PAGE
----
• Join over 1.2 million students every month
  • Accelerate your learning by 29%
  • Unlimited access from just £6.99 per month

MEASUREMENT OF CHILDHOOD GROWTH

Extracts from this document...

Introduction

Growth MEASUREMENT OF CHILDHOOD GROWTH Weight: An infant or toddler should be weighed naked, and an older child with a minimum of clothing. Head Circumference: Maximum circumference around supraorbital ridges & occipital protuberance - may be important diagnostically in the first few years. Height: Supine length (in infants) Stature (standing height with heels & back in contact with an upright surface) Decimal age: Used when recording above measurements - age is stated in tenths of a year - conversion tables are available. ASSESSMENT MEASUREMENT OF CHILDHOOD GROWTH Weight: An infant or toddler should be weighed naked, and an older child with a minimum of clothing. Head Circumference: Maximum circumference around supraorbital ridges & occipital protuberance - may be important diagnostically in the first few years. Height: Supine length (in infants) Stature (standing height with heels & back in contact with an upright surface) ...read more.

Middle

If a child is observed to be changing centiles on a plot then this may indicate an underlying problem, e.g., in the PBL case Toby Stephenson dropped from the 10th centile of weight to the 3rd centile in 3 months. FACTORS AFFECTING GROWTH Genetic: Heritability suggests genetic component Race: May reflect differences in adult body shape, but also nutrition and disease Seasonal effects: Europe and America - growth and height fastest in spring, weight fastest in autumn Nutrition: Malnutrition delays growth, if acute catch up may occur, if chronic often smaller adult Disease: Usually only observable in major illness > one month duration 'catch up' usually occurs when cured. Psychological disturbance: Severe psychological disturbances may reduce growth Adapted from Forfar & Arneils textbook of paediatrics THE THREE PHASES OF GROWTH Infantile - Largely nutrition dependent Childhood - Genetic, hormone, nutrition, psychosocial dependent Pubertal - Genetic, hormone, nutrition, psychosocial dependent The possible causes of poor growth are determined by the phase of growth in which the problem has arisen. ...read more.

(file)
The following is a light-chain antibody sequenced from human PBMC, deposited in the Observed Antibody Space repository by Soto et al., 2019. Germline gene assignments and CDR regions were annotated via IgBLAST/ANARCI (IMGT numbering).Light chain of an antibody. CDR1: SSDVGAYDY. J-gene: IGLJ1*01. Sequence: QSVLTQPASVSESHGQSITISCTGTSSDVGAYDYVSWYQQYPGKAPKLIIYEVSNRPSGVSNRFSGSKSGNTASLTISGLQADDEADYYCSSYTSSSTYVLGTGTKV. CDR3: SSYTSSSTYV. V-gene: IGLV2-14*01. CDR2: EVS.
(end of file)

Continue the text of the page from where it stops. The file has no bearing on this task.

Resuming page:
Conclusion

will also become slower than expected. FAILURE TO THRIVE CLASSIFICATION Organic: * reduced nutrient intake e.g., mechanical feeding disorder * mal-digestion or mal-absorbtion * excessive loss of nutrients e.g., recurrent vomiting * increased nutrient requirement (underlying disease) * unable to utilise nutrients fully e.g., metabolic disease Non-Organic: * inadequate supply of nutrients * family dysfunction leads to psychological stress * occasionally wilful neglect or abuse Mixed Organic and Non-Organic: * combination e.g., child with mechanical feeding disorder makes child hard to feed so fed less, and so receives inadequate supply of nutrients HISTORY OF PRESENTING SYMPTOMS Organic disease often has characteristic history and findings on clinical examination relevant to the disease e.g., mal-digestion, vomiting. Non-organic often presents as persistent feeding difficulty, poor appetite, fussy eater. TREATMENT Specialist team will treat the underlying disease or disorder. This could include GP, nutritionalist, paediatrician, cardiologist, gastroenterologist, psychologist or a social worker. Problems in home environment are addressed and support is given to child's 'care-giver'. Child may need to hospitalised if malnutrition is severe. ...read more.

The above preview is unformatted text

This student written piece of work is one of many that can be found in our AS and A Level Healthcare section.

Found what you're looking for?

  • Start learning 29% faster today
  • 150,000+ documents available
  • Just £6.99 a month

Not the one? Search for your essay title...
  • Join over 1.2 million students every month
  • Accelerate your learning by 29%
  • Unlimited access from just £6.99 per month

See related essaysSee related essays

Related AS and A Level Healthcare essays

  1. Research In Clinical Practise

    (Tingle and Cribb, 2003). Morrell et al state that their study was 'approved by appropriate ethics committees'. Although the RCT is the gold standard for demonstrating efficacy, it is not always easy or even possible to organize such a study.

  2. Physiological disorder

    The diaphragm does much of this work. At rest it is shaped like a done curving up into your chest and drawing air into your lungs other muscles including the muscles between your ribs also helping moving your ribcage in and out.

  • Over 160,000 pieces
    of student written work
  • Annotated by
    experienced teachers
  • Ideas and feedback to
    improve your own work